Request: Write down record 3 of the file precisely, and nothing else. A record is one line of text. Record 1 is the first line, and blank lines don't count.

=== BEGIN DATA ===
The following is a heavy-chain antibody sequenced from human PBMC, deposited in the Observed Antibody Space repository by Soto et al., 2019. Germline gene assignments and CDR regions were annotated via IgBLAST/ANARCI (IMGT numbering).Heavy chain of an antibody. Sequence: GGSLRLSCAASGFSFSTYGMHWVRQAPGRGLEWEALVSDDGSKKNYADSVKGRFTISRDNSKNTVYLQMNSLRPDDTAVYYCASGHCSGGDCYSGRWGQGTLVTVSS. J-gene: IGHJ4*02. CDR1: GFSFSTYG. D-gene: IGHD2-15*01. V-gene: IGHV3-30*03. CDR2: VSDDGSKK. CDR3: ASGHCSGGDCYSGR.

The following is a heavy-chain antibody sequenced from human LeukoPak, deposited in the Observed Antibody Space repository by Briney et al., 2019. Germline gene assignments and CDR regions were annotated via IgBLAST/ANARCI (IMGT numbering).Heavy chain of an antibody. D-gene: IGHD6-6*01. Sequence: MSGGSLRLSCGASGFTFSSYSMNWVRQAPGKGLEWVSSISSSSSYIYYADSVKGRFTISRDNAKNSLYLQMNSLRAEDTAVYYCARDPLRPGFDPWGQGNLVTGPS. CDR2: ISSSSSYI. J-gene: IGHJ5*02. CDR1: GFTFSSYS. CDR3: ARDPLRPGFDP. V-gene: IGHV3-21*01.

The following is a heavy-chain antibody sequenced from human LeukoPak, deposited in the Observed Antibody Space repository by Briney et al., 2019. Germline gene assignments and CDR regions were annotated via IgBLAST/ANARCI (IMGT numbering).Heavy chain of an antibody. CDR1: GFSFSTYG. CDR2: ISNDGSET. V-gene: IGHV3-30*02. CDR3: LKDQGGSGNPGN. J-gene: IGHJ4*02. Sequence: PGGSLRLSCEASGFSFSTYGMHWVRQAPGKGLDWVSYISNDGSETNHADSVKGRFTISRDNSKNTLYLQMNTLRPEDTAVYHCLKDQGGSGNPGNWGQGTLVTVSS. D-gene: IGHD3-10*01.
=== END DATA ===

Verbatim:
The following is a heavy-chain antibody sequenced from human LeukoPak, deposited in the Observed Antibody Space repository by Briney et al., 2019. Germline gene assignments and CDR regions were annotated via IgBLAST/ANARCI (IMGT numbering).Heavy chain of an antibody. CDR1: GFSFSTYG. CDR2: ISNDGSET. V-gene: IGHV3-30*02. CDR3: LKDQGGSGNPGN. J-gene: IGHJ4*02. Sequence: PGGSLRLSCEASGFSFSTYGMHWVRQAPGKGLDWVSYISNDGSETNHADSVKGRFTISRDNSKNTLYLQMNTLRPEDTAVYHCLKDQGGSGNPGNWGQGTLVTVSS. D-gene: IGHD3-10*01.